Welcome To New Jersey sign in front of the New Jersey Department of Transportation Headquarters in Ewing, New Jersey by Famartin is licensed under CC BY-SA 4.0

With Governor Phil Murphy signing A4011 into law, the people of New Jersey can expect significant increases in the fuel taxes they pay every time they visit the gas station for the next five years.

New Jersey already has a system of automatic gas tax increases, which the Department of Transportation determines. Despite the high gas tax that is regularly increased, Gov. Murphy and the Democrat legislature moved A4011.

The bill revised the New Jersey Transportation Trust Fund (TTF) Act of 2016 to include an annual increase of 1.9¢ to the state’s gas tax for both gasoline and diesel for the next five years. This results in a total increase of 9.5¢.

The New Jersey legislature hopes revenues will go up from $2 billion each year to $2.366 billion by the end of 2029 fiscal year. Democrats in the legislature insist that this tax increase is necessary to ensure that the state’s critical infrastructure is maintained. However, Republicans were quick to point out that increasing taxes would only place a greater burden on the people of New Jersey. Sen. Declan O’Scanlon, who serves as the party’s budget officer in the Senate, stated, “we should be doing all we can right now to avoid increasing taxes on the most heavily taxed people in the nation.”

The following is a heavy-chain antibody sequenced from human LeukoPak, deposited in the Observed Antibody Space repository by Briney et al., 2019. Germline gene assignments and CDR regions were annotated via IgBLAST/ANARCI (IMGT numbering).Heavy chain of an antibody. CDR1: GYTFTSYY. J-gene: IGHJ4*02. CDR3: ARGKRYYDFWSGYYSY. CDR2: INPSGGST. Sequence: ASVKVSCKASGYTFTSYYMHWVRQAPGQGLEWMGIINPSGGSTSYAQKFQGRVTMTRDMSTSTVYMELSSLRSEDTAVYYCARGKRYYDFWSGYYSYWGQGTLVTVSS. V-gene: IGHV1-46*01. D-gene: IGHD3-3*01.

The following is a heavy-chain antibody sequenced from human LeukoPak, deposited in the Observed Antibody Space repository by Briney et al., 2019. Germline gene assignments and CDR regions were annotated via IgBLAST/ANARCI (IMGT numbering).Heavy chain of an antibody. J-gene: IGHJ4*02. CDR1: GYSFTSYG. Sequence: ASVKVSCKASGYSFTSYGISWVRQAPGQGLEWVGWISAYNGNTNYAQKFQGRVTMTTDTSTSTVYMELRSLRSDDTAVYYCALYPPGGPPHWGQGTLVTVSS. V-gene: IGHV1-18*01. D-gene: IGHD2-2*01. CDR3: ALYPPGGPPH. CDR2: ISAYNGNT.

The increase in the price of fuel would leave gas stations and other fuel providers in the state vulnerable to surrounding states such as Pennsylvanian and New York that would offer cheaper gas prices, even though these states also have exorbitant gas taxes. This would cause a significant drop in revenue for New Jersey stations and remove the incentive of drivers to refuel in the state when they can stop in a different state and refuel at a cheaper price.

These same stations and fuel providers experienced this issue back in 2016, when the TTF was put in place by Governor Christie. The original tax increase saw a reduction in the total gas sold and a decrease in expected revenue for the state.  The decline was so severe that the legislature needed to pass an additional tax just to meet their projected goal back in 2018.

With revenue projections for A4011based on the prediction that the state will sell the same amount of gas each year, and the number of hybrids and electric vehicles being sold, there is risk of a repeat revenue letdown. New Jersey plans to completely phase out the sale of gas-powered cars by 2035.

To make matters worse, this action from the passing of A4011 is that it is a straight tax increase. Previously, when the New Jersey Transportation Trust Fund Act was passed in 2016, it came with offsets to the state’s death tax which saved taxpayers more money overall and kept government from rapidly growing.

With the increase in the gas tax, New Jersey residents, fuel providers, motorists and anyone visiting the state can expect a greater tax burden that they will now have to endure for the next four years.